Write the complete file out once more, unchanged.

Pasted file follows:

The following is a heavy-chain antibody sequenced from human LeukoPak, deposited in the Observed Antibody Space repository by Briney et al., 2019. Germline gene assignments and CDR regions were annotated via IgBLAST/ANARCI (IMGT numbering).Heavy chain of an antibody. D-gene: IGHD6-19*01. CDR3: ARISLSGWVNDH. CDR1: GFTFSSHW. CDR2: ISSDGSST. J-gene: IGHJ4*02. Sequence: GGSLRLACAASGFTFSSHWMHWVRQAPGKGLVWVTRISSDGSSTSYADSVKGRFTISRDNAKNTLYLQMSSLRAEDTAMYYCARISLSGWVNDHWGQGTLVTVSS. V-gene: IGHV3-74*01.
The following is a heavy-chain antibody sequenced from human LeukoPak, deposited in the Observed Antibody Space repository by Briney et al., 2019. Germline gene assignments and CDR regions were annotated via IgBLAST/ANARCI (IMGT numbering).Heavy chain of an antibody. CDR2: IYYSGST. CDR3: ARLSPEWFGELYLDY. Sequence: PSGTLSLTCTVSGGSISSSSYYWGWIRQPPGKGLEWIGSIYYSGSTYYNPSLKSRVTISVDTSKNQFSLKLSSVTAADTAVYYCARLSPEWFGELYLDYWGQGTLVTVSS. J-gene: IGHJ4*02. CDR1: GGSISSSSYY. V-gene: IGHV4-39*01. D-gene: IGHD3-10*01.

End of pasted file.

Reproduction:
The following is a heavy-chain antibody sequenced from human LeukoPak, deposited in the Observed Antibody Space repository by Briney et al., 2019. Germline gene assignments and CDR regions were annotated via IgBLAST/ANARCI (IMGT numbering).Heavy chain of an antibody. D-gene: IGHD6-19*01. CDR3: ARISLSGWVNDH. CDR1: GFTFSSHW. CDR2: ISSDGSST. J-gene: IGHJ4*02. Sequence: GGSLRLACAASGFTFSSHWMHWVRQAPGKGLVWVTRISSDGSSTSYADSVKGRFTISRDNAKNTLYLQMSSLRAEDTAMYYCARISLSGWVNDHWGQGTLVTVSS. V-gene: IGHV3-74*01.
The following is a heavy-chain antibody sequenced from human LeukoPak, deposited in the Observed Antibody Space repository by Briney et al., 2019. Germline gene assignments and CDR regions were annotated via IgBLAST/ANARCI (IMGT numbering).Heavy chain of an antibody. CDR2: IYYSGST. CDR3: ARLSPEWFGELYLDY. Sequence: PSGTLSLTCTVSGGSISSSSYYWGWIRQPPGKGLEWIGSIYYSGSTYYNPSLKSRVTISVDTSKNQFSLKLSSVTAADTAVYYCARLSPEWFGELYLDYWGQGTLVTVSS. J-gene: IGHJ4*02. CDR1: GGSISSSSYY. V-gene: IGHV4-39*01. D-gene: IGHD3-10*01.